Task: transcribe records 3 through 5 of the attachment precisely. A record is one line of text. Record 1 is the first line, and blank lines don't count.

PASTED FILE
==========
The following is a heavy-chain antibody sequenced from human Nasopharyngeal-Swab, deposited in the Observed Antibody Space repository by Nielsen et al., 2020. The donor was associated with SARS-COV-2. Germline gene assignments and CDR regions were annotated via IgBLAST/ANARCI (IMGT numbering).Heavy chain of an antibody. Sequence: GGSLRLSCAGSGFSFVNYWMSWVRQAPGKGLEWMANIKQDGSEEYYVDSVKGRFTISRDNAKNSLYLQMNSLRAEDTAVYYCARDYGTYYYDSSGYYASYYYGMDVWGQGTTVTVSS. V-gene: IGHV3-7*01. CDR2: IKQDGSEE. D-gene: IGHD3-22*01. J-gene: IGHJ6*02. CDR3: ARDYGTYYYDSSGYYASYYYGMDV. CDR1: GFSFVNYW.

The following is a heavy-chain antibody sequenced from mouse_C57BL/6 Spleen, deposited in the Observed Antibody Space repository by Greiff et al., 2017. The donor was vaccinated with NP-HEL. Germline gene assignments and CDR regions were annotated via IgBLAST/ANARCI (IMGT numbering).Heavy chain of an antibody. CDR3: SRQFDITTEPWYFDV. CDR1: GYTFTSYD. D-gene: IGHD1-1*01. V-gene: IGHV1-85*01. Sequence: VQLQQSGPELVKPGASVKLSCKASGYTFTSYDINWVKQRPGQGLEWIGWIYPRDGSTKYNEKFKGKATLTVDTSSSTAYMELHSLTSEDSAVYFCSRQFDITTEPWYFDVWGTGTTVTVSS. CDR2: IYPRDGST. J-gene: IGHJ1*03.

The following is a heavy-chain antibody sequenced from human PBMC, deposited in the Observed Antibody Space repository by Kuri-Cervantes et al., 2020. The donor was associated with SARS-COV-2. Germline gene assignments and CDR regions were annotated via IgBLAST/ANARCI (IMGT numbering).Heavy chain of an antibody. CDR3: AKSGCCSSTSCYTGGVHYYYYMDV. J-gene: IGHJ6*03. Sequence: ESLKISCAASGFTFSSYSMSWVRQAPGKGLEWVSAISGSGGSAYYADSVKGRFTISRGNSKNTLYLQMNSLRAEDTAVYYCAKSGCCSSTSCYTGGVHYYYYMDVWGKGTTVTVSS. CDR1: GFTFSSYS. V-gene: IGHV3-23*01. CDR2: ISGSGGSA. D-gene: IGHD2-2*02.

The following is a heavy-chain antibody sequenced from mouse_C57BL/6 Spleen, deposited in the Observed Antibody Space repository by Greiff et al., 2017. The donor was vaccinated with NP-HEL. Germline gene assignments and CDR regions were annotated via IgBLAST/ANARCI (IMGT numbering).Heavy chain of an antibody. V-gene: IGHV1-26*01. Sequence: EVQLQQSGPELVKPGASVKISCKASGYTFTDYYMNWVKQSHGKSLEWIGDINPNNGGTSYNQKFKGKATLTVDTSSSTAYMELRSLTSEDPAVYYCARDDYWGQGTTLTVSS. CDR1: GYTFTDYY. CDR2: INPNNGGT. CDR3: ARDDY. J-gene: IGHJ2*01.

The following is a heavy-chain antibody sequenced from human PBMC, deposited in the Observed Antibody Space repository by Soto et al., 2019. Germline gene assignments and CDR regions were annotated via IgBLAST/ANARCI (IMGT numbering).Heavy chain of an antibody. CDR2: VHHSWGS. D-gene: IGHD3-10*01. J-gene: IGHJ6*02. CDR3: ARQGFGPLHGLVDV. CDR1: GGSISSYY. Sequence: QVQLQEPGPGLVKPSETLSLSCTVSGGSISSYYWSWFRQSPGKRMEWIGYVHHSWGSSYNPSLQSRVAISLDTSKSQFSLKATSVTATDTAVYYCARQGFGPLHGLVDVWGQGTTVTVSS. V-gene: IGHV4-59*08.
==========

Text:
The following is a heavy-chain antibody sequenced from human PBMC, deposited in the Observed Antibody Space repository by Kuri-Cervantes et al., 2020. The donor was associated with SARS-COV-2. Germline gene assignments and CDR regions were annotated via IgBLAST/ANARCI (IMGT numbering).Heavy chain of an antibody. CDR3: AKSGCCSSTSCYTGGVHYYYYMDV. J-gene: IGHJ6*03. Sequence: ESLKISCAASGFTFSSYSMSWVRQAPGKGLEWVSAISGSGGSAYYADSVKGRFTISRGNSKNTLYLQMNSLRAEDTAVYYCAKSGCCSSTSCYTGGVHYYYYMDVWGKGTTVTVSS. CDR1: GFTFSSYS. V-gene: IGHV3-23*01. CDR2: ISGSGGSA. D-gene: IGHD2-2*02.

The following is a heavy-chain antibody sequenced from mouse_C57BL/6 Spleen, deposited in the Observed Antibody Space repository by Greiff et al., 2017. The donor was vaccinated with NP-HEL. Germline gene assignments and CDR regions were annotated via IgBLAST/ANARCI (IMGT numbering).Heavy chain of an antibody. V-gene: IGHV1-26*01. Sequence: EVQLQQSGPELVKPGASVKISCKASGYTFTDYYMNWVKQSHGKSLEWIGDINPNNGGTSYNQKFKGKATLTVDTSSSTAYMELRSLTSEDPAVYYCARDDYWGQGTTLTVSS. CDR1: GYTFTDYY. CDR2: INPNNGGT. CDR3: ARDDY. J-gene: IGHJ2*01.

The following is a heavy-chain antibody sequenced from human PBMC, deposited in the Observed Antibody Space repository by Soto et al., 2019. Germline gene assignments and CDR regions were annotated via IgBLAST/ANARCI (IMGT numbering).Heavy chain of an antibody. CDR2: VHHSWGS. D-gene: IGHD3-10*01. J-gene: IGHJ6*02. CDR3: ARQGFGPLHGLVDV. CDR1: GGSISSYY. Sequence: QVQLQEPGPGLVKPSETLSLSCTVSGGSISSYYWSWFRQSPGKRMEWIGYVHHSWGSSYNPSLQSRVAISLDTSKSQFSLKATSVTATDTAVYYCARQGFGPLHGLVDVWGQGTTVTVSS. V-gene: IGHV4-59*08.